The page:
And 2023 looks set to be even more packed. The first quarter of 2023 saw international arrivals increase by 86% year on year, according to data from ENIT.
The tourist board has announced “significant growth” for 2023, adding that “the short-term outlook on international tourism, especially in the months leading up to the summer season, far exceeds those for 2022.” June arrivals by air were up by nearly 9% year on year, ENIT calculated earlier this month. Nearly 3 million arrivals by air are scheduled for summer 2023, they say, with the vast majority foreign citizens. And that’s leaving out the many Europeans who drive to Italy.
And yet as visitor numbers spiral, Italy, and its precious heritage sites, are not getting any bigger.
“I don’t think it’s worse this year – I think what we’ve got now is where we stopped in 2019, and it’s come back because the visitors have come back,” he said.
“There are certainly people who don’t respect the situation that they’re in.” Like the woman he witnessed pre-pandemic, sitting down amid the priceless works of art to give herself a pedicure.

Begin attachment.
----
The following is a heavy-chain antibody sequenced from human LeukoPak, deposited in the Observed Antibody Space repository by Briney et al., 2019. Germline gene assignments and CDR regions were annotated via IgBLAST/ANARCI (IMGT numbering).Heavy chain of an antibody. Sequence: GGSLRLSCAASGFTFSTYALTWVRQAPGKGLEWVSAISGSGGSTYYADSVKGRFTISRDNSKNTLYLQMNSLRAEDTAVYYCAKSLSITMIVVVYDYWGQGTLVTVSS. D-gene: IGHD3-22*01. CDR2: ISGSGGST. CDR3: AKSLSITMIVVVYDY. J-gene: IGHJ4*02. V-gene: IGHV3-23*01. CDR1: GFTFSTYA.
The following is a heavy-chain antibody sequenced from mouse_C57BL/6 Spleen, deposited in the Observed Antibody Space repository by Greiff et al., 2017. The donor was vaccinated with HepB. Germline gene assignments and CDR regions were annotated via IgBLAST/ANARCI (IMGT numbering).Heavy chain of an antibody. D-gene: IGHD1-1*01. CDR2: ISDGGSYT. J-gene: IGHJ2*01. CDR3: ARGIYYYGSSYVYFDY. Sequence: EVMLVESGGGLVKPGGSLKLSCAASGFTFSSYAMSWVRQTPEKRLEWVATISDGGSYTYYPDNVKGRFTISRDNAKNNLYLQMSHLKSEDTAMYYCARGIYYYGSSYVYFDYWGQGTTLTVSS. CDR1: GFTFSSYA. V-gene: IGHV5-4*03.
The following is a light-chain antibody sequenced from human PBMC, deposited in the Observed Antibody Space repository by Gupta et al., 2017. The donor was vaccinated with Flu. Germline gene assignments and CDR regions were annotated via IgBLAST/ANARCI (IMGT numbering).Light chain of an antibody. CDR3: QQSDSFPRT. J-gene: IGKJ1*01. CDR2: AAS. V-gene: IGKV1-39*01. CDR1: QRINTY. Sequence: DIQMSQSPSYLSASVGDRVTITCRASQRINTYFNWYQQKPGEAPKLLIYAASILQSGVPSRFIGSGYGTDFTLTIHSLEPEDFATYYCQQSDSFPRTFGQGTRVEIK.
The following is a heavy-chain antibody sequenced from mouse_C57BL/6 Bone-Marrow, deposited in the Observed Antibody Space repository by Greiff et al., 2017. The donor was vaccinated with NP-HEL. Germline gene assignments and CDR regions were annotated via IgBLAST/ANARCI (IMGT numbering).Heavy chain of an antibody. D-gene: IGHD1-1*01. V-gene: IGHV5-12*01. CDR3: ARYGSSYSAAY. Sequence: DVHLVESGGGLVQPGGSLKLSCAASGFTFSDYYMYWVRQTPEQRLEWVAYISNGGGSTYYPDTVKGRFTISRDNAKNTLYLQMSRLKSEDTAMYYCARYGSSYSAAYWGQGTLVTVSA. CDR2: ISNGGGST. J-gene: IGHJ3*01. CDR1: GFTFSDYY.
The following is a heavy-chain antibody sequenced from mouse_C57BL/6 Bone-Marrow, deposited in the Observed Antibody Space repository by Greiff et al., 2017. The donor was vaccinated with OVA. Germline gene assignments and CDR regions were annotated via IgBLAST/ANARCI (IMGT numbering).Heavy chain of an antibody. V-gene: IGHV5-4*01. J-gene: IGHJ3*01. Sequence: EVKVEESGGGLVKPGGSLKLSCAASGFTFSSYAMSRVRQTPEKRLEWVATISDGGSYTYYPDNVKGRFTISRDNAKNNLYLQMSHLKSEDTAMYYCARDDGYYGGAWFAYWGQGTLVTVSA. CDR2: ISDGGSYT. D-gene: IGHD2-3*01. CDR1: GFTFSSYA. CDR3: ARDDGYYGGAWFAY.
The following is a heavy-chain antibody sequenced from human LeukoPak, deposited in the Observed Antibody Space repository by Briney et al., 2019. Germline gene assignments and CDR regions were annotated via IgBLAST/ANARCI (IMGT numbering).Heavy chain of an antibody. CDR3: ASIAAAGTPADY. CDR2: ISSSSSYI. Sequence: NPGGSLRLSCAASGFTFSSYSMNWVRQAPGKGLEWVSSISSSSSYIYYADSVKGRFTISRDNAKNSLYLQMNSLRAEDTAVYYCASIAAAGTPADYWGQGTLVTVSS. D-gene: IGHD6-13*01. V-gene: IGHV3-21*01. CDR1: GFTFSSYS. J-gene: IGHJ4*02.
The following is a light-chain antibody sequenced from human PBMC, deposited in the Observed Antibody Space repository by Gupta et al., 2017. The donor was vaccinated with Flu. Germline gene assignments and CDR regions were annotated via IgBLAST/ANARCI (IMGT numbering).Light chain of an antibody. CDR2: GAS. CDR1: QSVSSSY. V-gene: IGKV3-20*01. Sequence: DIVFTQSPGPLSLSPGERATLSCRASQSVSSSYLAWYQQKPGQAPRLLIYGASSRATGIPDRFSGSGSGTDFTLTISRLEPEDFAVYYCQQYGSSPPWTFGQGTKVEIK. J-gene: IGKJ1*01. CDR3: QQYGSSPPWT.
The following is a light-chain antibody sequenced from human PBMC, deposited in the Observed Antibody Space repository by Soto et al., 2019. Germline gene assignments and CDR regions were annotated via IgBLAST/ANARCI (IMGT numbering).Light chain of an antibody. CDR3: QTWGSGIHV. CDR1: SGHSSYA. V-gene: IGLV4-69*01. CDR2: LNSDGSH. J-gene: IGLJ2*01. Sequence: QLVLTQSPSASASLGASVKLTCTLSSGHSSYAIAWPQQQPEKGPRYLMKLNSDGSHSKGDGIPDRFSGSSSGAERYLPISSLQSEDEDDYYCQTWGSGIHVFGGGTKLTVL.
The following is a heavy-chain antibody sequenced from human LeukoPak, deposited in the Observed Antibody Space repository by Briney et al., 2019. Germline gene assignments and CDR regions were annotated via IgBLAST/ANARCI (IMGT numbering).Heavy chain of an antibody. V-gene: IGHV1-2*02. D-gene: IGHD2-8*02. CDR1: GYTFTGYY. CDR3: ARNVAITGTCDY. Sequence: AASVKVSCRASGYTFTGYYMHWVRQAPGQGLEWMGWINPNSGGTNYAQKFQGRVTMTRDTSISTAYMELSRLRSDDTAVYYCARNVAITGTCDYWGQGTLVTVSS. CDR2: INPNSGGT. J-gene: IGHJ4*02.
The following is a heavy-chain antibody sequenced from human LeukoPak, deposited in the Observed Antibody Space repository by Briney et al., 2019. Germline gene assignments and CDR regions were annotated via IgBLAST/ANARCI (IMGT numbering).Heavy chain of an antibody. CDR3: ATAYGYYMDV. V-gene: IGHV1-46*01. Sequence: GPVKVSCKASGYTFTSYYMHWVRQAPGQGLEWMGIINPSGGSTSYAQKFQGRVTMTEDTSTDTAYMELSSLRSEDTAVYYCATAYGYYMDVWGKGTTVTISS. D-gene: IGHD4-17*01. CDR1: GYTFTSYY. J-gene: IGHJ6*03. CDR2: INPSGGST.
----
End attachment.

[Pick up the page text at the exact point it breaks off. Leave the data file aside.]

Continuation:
The Uffizi is so well policed that incidents rarely happen inside, said Schmidt – but outside is a different story. The gallery creates its own pedestrian cul de sac, with inbuilt benches carved from local pietra serena stone acting as a place for tired and hungry tourists to sit.
Only, they don’t just sit. Oblivious to the fact that the benches were carved by hand in the 16th century, they sit and eat, smearing sauces on the porous stone, which promptly stains. They also have been known to graffiti the gallery’s exterior.
In 2018, Schmidt said, staff made a concerted effort every morning to clean off “all markings on the buildings that people were adding late at night after too many drinks.”
He said the policy paid off.
“People don’t tend to write on a clean surface – but if one person has made a little drawing or written a bad word, [adding your own] sits much easier because the psychological barrier is lower. Now, people very rarely write anything on the building. But what has returned post-pandemic is the problem of panini and wine and Coca-Cola and all sorts of greasy and sugary stuff. People buy it from places with no seating, they look around for where to sit and the first thing they find is the monuments.”
‘People steal gondolas’
There were also 46 cases of tourists defacing Venice monuments from January to October 2022.
“They’re behaving as they’ve always behaved, it’s just that this year the numbers have returned to what they were pre-pandemic and that corresponds to an increase in boorish behavior,” he said at the time.